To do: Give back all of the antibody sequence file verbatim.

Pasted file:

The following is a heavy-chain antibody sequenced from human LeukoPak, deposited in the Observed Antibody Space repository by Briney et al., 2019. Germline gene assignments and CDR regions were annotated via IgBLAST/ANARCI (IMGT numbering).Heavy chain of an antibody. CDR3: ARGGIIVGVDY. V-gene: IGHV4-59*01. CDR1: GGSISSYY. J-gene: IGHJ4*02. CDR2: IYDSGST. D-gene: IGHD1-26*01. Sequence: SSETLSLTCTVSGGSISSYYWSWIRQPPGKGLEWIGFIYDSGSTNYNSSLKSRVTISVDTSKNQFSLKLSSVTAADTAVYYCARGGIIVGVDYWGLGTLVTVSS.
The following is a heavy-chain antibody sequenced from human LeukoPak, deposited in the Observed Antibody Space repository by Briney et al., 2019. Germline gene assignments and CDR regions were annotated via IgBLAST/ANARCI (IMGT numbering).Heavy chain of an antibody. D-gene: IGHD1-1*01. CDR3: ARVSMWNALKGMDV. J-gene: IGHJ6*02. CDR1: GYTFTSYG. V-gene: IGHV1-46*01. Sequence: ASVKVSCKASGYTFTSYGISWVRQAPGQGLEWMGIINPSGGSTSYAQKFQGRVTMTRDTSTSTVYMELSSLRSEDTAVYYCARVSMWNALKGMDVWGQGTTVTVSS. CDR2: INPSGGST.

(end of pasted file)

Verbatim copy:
The following is a heavy-chain antibody sequenced from human LeukoPak, deposited in the Observed Antibody Space repository by Briney et al., 2019. Germline gene assignments and CDR regions were annotated via IgBLAST/ANARCI (IMGT numbering).Heavy chain of an antibody. CDR3: ARGGIIVGVDY. V-gene: IGHV4-59*01. CDR1: GGSISSYY. J-gene: IGHJ4*02. CDR2: IYDSGST. D-gene: IGHD1-26*01. Sequence: SSETLSLTCTVSGGSISSYYWSWIRQPPGKGLEWIGFIYDSGSTNYNSSLKSRVTISVDTSKNQFSLKLSSVTAADTAVYYCARGGIIVGVDYWGLGTLVTVSS.
The following is a heavy-chain antibody sequenced from human LeukoPak, deposited in the Observed Antibody Space repository by Briney et al., 2019. Germline gene assignments and CDR regions were annotated via IgBLAST/ANARCI (IMGT numbering).Heavy chain of an antibody. D-gene: IGHD1-1*01. CDR3: ARVSMWNALKGMDV. J-gene: IGHJ6*02. CDR1: GYTFTSYG. V-gene: IGHV1-46*01. Sequence: ASVKVSCKASGYTFTSYGISWVRQAPGQGLEWMGIINPSGGSTSYAQKFQGRVTMTRDTSTSTVYMELSSLRSEDTAVYYCARVSMWNALKGMDVWGQGTTVTVSS. CDR2: INPSGGST.